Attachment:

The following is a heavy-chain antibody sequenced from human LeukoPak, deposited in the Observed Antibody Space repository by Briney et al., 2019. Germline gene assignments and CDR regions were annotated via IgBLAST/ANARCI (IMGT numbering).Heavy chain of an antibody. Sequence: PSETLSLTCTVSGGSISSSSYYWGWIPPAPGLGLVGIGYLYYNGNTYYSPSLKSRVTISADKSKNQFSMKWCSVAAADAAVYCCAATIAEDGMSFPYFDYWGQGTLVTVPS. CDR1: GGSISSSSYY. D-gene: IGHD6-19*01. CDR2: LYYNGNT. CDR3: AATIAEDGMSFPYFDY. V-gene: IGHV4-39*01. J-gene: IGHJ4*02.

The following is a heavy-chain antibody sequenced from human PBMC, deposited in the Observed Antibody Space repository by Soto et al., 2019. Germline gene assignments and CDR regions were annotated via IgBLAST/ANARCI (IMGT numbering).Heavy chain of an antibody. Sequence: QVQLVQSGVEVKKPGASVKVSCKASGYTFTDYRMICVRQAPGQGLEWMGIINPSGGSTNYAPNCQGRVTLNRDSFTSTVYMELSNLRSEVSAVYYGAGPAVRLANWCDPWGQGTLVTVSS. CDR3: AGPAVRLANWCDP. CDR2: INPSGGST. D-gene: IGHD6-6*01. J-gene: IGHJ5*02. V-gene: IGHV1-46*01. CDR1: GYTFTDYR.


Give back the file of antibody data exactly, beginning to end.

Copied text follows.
The following is a heavy-chain antibody sequenced from human LeukoPak, deposited in the Observed Antibody Space repository by Briney et al., 2019. Germline gene assignments and CDR regions were annotated via IgBLAST/ANARCI (IMGT numbering).Heavy chain of an antibody. Sequence: PSETLSLTCTVSGGSISSSSYYWGWIPPAPGLGLVGIGYLYYNGNTYYSPSLKSRVTISADKSKNQFSMKWCSVAAADAAVYCCAATIAEDGMSFPYFDYWGQGTLVTVPS. CDR1: GGSISSSSYY. D-gene: IGHD6-19*01. CDR2: LYYNGNT. CDR3: AATIAEDGMSFPYFDY. V-gene: IGHV4-39*01. J-gene: IGHJ4*02.

The following is a heavy-chain antibody sequenced from human PBMC, deposited in the Observed Antibody Space repository by Soto et al., 2019. Germline gene assignments and CDR regions were annotated via IgBLAST/ANARCI (IMGT numbering).Heavy chain of an antibody. Sequence: QVQLVQSGVEVKKPGASVKVSCKASGYTFTDYRMICVRQAPGQGLEWMGIINPSGGSTNYAPNCQGRVTLNRDSFTSTVYMELSNLRSEVSAVYYGAGPAVRLANWCDPWGQGTLVTVSS. CDR3: AGPAVRLANWCDP. CDR2: INPSGGST. D-gene: IGHD6-6*01. J-gene: IGHJ5*02. V-gene: IGHV1-46*01. CDR1: GYTFTDYR.